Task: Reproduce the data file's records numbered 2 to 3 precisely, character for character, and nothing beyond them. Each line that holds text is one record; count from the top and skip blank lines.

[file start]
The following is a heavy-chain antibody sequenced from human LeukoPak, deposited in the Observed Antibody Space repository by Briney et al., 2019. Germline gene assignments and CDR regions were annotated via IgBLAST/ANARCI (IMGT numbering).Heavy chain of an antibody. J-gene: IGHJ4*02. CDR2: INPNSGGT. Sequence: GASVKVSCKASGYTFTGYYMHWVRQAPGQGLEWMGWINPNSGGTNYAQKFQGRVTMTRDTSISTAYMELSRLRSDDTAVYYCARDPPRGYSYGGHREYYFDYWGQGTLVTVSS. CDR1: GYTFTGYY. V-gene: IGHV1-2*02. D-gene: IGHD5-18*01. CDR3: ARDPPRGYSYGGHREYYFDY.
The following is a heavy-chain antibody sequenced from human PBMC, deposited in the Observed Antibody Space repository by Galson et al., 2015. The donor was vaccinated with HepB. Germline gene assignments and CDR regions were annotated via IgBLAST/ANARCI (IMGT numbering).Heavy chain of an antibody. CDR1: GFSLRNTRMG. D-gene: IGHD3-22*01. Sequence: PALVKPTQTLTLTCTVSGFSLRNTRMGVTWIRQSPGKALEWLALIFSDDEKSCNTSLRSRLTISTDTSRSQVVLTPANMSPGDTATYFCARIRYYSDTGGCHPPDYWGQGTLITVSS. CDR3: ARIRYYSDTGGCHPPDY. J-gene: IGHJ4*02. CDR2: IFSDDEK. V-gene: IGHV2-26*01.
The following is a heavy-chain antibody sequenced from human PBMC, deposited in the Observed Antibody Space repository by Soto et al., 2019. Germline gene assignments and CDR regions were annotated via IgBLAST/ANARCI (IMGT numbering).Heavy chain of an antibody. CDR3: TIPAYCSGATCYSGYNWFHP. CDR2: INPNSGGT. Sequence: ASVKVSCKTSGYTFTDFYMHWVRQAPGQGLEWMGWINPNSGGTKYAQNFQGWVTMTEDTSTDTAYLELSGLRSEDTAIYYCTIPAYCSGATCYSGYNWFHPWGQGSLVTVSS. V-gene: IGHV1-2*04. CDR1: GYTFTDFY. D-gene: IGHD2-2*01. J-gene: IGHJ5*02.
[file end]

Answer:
The following is a heavy-chain antibody sequenced from human PBMC, deposited in the Observed Antibody Space repository by Galson et al., 2015. The donor was vaccinated with HepB. Germline gene assignments and CDR regions were annotated via IgBLAST/ANARCI (IMGT numbering).Heavy chain of an antibody. CDR1: GFSLRNTRMG. D-gene: IGHD3-22*01. Sequence: PALVKPTQTLTLTCTVSGFSLRNTRMGVTWIRQSPGKALEWLALIFSDDEKSCNTSLRSRLTISTDTSRSQVVLTPANMSPGDTATYFCARIRYYSDTGGCHPPDYWGQGTLITVSS. CDR3: ARIRYYSDTGGCHPPDY. J-gene: IGHJ4*02. CDR2: IFSDDEK. V-gene: IGHV2-26*01.
The following is a heavy-chain antibody sequenced from human PBMC, deposited in the Observed Antibody Space repository by Soto et al., 2019. Germline gene assignments and CDR regions were annotated via IgBLAST/ANARCI (IMGT numbering).Heavy chain of an antibody. CDR3: TIPAYCSGATCYSGYNWFHP. CDR2: INPNSGGT. Sequence: ASVKVSCKTSGYTFTDFYMHWVRQAPGQGLEWMGWINPNSGGTKYAQNFQGWVTMTEDTSTDTAYLELSGLRSEDTAIYYCTIPAYCSGATCYSGYNWFHPWGQGSLVTVSS. V-gene: IGHV1-2*04. CDR1: GYTFTDFY. D-gene: IGHD2-2*01. J-gene: IGHJ5*02.